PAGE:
Just a day after saying that kidnapped reporter Daniel Pearl was alive, chief kidnapping suspect Ahmed Omar Saeed Sheikh told a crowded courtroom that he believed the Wall Street Journal correspondent was dead.
It was just the latest jolt in the emotional rollercoaster of this 25-day case, and appeared to be aimed at discrediting Pakistani President Gen. Pervez Musharraf, who has become a key ally for America's war on terrorism.
Speaking in the antiterrorism court in Karachi, Mr. Sheikh told the judge, "Our country should not be catering to the needs of America." Sheikh also confessed to kidnapping Mr. Pearl, but said, "As far as I understand, he is dead."
Pakistani police say they believe Sheikh is "playing games" with investigators, and they will continue to assume that Pearl is still alive. Pearl disappeared in the turbulent port city of Karachi on Jan. 23, while reporting a story on links between Islamic militant groups and the foiled British shoe bomber Richard Reid.
Sheikh's latest revelation couldn't have come at a worse time for President Musharraf, who wound up a three-day visit to Washington on Thursday. During his trip, Musharraf used his new credentials as a key ally in America's war on terrorism to appeal for relief for Pakistan's $3 billion debt, along with funding for military and domestic programs. Yet the kidnapping of Pearl has presented a challenge to Musharraf's promise to rein in terrorist groups on Pakistani soil.
"This guy is trying to use a courtroom to send a message across the news media," says Rifaat Hussein, a political scientist at Quaid-I-Azam University in Islamabad. "But one should not be under the impression that Musharraf has lost control of the state apparatus. On the contrary, the state apparatus has gone out of its way to bring the kidnappers to the book. If anything it suggests something about the effectiveness of the apparatus."
US officials have been quick to praise the Musharraf government for its continued cooperation in tracking down militant groups linked to Al Qaeda.
In return, Musharraf has won President Bush's assurance that the US would not be "walking away from Pakistan" as it had in the early 1990s, as Soviet troops withdrew from Afghanistan. Mr. Bush even buoyed Pakistan's hopes of resolving its 54-year dispute with India over the state of Jammu and Kashmir.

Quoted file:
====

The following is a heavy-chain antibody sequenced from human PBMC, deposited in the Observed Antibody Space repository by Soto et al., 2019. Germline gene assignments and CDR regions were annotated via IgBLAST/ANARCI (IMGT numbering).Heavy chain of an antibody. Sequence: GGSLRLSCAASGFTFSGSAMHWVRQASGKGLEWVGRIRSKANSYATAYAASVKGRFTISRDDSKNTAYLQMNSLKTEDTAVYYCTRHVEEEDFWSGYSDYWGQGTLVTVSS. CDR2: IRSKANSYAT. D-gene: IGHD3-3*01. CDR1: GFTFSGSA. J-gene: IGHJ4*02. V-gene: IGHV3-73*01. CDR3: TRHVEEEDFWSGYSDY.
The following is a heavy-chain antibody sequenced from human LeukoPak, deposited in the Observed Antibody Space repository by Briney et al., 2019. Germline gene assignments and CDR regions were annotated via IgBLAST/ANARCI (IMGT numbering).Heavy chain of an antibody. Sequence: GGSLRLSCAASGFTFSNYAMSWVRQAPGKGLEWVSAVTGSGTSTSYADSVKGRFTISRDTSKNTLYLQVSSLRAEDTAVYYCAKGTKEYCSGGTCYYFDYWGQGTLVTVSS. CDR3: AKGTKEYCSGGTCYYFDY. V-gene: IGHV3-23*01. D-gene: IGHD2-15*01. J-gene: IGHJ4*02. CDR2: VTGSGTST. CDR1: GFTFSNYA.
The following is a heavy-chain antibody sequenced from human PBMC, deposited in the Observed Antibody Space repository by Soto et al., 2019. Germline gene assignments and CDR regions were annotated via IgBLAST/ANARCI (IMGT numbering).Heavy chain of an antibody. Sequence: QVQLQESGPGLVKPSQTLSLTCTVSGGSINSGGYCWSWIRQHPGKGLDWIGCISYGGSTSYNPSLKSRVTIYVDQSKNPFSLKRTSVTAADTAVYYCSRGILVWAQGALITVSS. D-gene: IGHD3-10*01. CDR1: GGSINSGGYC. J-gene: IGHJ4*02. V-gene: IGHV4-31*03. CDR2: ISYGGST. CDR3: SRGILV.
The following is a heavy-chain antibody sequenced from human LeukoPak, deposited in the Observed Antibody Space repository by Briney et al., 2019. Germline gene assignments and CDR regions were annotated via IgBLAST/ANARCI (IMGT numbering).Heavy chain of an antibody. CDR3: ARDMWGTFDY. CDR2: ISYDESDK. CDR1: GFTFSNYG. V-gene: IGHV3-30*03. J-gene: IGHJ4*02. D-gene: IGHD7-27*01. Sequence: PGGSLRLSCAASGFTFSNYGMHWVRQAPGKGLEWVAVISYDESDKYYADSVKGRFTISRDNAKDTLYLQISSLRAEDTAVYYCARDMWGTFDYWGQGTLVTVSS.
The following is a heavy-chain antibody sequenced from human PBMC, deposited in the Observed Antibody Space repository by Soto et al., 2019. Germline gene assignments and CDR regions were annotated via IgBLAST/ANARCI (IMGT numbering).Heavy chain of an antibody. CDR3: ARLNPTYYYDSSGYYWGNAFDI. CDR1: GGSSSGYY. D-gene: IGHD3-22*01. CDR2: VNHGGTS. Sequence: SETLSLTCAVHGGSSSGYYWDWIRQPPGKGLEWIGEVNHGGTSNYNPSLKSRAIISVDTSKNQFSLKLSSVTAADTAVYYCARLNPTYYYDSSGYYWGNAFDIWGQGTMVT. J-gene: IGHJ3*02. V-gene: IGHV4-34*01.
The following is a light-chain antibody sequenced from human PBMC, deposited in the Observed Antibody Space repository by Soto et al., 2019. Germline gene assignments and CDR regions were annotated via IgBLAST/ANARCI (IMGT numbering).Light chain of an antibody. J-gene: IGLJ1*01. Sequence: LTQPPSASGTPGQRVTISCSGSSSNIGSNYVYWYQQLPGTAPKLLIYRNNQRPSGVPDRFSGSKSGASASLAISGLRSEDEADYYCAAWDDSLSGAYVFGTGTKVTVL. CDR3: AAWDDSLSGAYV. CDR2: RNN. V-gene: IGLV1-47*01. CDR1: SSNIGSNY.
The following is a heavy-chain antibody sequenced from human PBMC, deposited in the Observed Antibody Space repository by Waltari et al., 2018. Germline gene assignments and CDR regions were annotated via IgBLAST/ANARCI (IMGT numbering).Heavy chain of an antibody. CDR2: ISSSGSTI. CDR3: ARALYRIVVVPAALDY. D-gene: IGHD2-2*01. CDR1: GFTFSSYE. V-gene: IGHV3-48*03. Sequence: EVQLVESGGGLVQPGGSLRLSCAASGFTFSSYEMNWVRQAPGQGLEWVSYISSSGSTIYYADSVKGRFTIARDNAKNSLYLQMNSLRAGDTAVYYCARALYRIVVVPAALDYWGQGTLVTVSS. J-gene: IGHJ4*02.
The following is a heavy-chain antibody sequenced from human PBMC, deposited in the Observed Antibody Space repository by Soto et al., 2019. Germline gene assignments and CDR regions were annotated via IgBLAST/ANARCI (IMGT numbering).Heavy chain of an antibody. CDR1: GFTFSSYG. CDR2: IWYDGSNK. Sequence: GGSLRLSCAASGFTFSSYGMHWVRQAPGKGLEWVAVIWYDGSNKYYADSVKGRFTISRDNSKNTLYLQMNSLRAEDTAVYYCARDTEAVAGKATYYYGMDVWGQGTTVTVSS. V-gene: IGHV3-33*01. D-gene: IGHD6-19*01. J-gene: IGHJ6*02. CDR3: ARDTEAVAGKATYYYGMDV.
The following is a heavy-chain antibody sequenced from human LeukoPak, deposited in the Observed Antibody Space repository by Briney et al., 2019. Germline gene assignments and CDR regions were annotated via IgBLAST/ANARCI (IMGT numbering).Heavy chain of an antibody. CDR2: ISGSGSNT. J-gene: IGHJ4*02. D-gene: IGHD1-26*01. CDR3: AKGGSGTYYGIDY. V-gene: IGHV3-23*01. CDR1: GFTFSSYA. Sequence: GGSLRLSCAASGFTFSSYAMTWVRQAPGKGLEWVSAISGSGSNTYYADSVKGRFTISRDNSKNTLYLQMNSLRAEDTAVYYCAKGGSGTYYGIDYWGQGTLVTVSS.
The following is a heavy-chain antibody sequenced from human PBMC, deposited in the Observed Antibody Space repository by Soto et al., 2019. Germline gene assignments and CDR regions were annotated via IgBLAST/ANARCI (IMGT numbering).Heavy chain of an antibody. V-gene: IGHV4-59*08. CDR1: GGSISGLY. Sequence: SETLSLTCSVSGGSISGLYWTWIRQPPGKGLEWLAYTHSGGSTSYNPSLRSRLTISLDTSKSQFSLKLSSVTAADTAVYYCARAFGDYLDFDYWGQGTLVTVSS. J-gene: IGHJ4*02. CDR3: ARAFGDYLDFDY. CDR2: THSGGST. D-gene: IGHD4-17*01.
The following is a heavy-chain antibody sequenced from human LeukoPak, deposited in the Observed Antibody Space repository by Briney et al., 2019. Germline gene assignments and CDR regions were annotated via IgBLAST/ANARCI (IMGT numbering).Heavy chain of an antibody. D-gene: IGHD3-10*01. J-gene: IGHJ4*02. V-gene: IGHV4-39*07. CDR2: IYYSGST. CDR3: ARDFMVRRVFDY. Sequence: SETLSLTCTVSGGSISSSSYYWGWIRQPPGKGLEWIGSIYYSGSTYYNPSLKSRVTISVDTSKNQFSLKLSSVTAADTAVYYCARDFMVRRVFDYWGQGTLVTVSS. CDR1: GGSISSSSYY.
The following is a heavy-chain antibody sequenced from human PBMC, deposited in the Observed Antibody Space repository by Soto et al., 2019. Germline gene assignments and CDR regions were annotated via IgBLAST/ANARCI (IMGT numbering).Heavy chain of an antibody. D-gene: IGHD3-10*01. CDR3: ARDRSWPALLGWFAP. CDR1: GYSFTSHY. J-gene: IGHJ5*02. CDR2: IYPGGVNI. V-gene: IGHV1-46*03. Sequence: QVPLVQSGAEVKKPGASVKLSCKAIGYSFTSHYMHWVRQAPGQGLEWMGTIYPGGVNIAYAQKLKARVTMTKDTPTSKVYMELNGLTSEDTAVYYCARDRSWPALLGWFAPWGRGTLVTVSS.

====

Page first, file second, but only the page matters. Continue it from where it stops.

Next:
Even so, it is clear that not all members of Pakistani law enforcement or intelligence agencies are fully behind Musharraf's pro-American policies. Police sources say that among other accused kidnappers awaiting prosecution are a Pakistani police constable and two retired members of Pakistan's Inter-Services Intelligence agency. But Tasneem Noorani, a spokesman for Pakistan's Interior Ministry, denied any linkage between the ISI and the kidnappers.
The possible involvement of Pakistan's ultrasecret ISI, in particular, raises concerns here and in Washington. The ISI once maintained close contact with and provided logistical support for the Kashmiri militant that have been waging a 13-year insurgency in the Indian state of Kashmir. These groups include Harkat ul Mujahideen and Jaish-e-Muhammad, which trained at Al Qaeda-run camps in Afghanistan. As a member of Harkat ul Mujahideen, Sheikh was arrested for kidnapping foreign tourists in Kashmir in 1994. Officially, ISI severed its ties to these groups in January, and the groups themselves have been shut down.
Yet while a few rogue ISI agents may continue to cooperate with militant groups, most Pakistani observers say there are no signs of a full-scale rebellion within military or intelligence ranks.
"We are talking about three people who may be involved, we don't know," says Dr. Hussain. "It is always possible for someone to turn mercenary for a $100, given how low a police constable's salary is."
For now, Pakistani police say they will continue to question Sheikh in Karachi, saying he's "a hard nut to crack." And they may continue to pressure Sheikh's family as well. Asked why he had turned himself in to police in the eastern city of Lahore on Tuesday, Sheikh said, "I gave myself in to save my family and friends."
Pearl's pregnant wife Marianne, and his employer, The Wall Street Journal, say they remain confident that Pearl is still alive and that he will be found.
"We continue to remain hopeful," said Steven Goldstein, spokesman for Dow Jones & Co., the owner of the Wall Street Journal. "We remain confident that Danny is still alive."